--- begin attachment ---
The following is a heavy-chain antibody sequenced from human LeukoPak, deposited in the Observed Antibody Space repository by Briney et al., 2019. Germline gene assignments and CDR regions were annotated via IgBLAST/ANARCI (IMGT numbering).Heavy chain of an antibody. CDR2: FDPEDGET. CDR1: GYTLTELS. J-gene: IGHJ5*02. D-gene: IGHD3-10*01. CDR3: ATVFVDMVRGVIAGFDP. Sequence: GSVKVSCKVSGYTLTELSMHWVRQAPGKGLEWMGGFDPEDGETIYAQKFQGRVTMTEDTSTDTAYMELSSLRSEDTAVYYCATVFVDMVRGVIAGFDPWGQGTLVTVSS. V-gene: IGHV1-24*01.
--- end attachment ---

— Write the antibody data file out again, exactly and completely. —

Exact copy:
The following is a heavy-chain antibody sequenced from human LeukoPak, deposited in the Observed Antibody Space repository by Briney et al., 2019. Germline gene assignments and CDR regions were annotated via IgBLAST/ANARCI (IMGT numbering).Heavy chain of an antibody. CDR2: FDPEDGET. CDR1: GYTLTELS. J-gene: IGHJ5*02. D-gene: IGHD3-10*01. CDR3: ATVFVDMVRGVIAGFDP. Sequence: GSVKVSCKVSGYTLTELSMHWVRQAPGKGLEWMGGFDPEDGETIYAQKFQGRVTMTEDTSTDTAYMELSSLRSEDTAVYYCATVFVDMVRGVIAGFDPWGQGTLVTVSS. V-gene: IGHV1-24*01.